The Appellate Court of Illinois held that under Illinois evidence law, the prosecution is permitted to offer "some explanation as to why or how a previously unidentified defendant came to be charged with the crime." People v. Williams, slip op. at 4 (citing People v. Johnson, 94 Ill.App.3d 200, 210, 49 Ill.Dec. 748, 756, 418 N.E.2d 768, 776 (1st Dist.1980)). Therefore, the court concluded, Officer Bendel was properly permitted to testify that he had had a conversation with Davis, that Davis then accompanied him to the appellants' residences and that Bendel arrested the appellants. Indeed, Williams and Hicks conceded as much before the district court. United States ex rel. Williams v. Chrans, No. 86 C 3367, mem. op. at 5, 1988 WL 128680 (N.D. Ill. Nov. 21, 1988). We will not disturb a state court's determination that its evidence rules allow such testimony unless we are convinced that the evidentiary error was so severe as to amount to a constitutional violation; we are concerned solely with the question whether Officer Bendel's testimony concerning Robert Davis violated the appellants' Sixth Amendment right to confront witnesses against them. See Nelson v. Farrey, 874 F.2d 1222, 1226 (7th Cir. 1989), cert. denied, --- U.S. ----, 110 S. Ct. 835, 107 L. Ed. 2d 831 (1990); Dudley v. Duckworth, 854 F.2d 967 (7th Cir. 1988), cert. denied, --- U.S. ----, 109 S. Ct. 1655, 104 L. Ed. 2d 169 (1989).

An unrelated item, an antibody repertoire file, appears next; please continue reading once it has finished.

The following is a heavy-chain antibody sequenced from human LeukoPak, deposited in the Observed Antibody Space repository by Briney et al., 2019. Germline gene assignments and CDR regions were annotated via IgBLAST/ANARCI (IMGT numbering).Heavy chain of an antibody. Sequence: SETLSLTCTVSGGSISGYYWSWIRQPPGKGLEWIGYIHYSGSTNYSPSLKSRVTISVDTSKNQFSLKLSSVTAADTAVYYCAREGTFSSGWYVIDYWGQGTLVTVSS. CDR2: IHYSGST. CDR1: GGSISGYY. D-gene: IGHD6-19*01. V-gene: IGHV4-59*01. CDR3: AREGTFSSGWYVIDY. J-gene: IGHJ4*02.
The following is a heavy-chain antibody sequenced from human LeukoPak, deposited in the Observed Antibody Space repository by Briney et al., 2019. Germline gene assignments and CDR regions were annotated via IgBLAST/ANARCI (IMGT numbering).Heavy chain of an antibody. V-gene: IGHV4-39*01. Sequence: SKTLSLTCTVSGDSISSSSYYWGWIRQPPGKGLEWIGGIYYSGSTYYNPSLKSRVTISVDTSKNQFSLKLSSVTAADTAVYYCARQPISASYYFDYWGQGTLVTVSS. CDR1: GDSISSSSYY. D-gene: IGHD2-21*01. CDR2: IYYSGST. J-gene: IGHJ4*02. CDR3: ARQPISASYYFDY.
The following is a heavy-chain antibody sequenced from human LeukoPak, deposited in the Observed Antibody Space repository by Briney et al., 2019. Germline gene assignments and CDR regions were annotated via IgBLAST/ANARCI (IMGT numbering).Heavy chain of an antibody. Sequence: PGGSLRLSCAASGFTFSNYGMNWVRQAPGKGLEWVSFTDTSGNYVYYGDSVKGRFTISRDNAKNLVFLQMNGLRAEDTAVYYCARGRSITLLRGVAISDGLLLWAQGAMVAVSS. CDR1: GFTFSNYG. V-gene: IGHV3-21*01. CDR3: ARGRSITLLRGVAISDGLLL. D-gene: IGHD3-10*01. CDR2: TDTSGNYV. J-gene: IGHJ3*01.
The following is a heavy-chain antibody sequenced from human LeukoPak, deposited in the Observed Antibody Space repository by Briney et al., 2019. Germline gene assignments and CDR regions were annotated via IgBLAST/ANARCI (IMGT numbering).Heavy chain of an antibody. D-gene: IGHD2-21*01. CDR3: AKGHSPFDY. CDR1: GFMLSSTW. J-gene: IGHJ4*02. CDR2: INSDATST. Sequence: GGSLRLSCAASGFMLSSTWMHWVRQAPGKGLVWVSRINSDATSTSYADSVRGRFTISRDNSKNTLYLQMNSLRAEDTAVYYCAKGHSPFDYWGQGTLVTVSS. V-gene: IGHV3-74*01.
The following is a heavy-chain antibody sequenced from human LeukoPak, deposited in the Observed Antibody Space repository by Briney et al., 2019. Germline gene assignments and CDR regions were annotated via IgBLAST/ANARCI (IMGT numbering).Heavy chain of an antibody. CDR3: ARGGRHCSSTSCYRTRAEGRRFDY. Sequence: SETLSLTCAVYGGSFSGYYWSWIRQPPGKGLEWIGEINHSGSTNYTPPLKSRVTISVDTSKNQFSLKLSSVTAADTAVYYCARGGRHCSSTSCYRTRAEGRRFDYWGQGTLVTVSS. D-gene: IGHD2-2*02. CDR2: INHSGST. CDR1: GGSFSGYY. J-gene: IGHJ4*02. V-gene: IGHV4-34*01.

Williams and Hicks, in support of their argument that Officer Bendel's entire testimony concerning Robert Davis violated the confrontation clause, cite this court's decisions in United States v. Keplinger, 776 F.2d 678, 695 (7th Cir. 1985), cert. denied, 476 U.S. 1183, 106 S. Ct. 2919, 91 L. Ed. 2d 548 (1986), and United States v. Mancillas, 580 F.2d 1301, 1309-10 (7th Cir.), cert. denied, 439 U.S. 958, 99 S. Ct. 361, 58 L. Ed. 2d 351 (1978). These cases, however, are of little help. In both Keplinger and Mancillas, the challenged evidence was admitted in its entirety, unlimited by any court instruction to the jury. In neither of those cases, moreover, did we deem the admitted testimony to be so harmful as to require a new trial.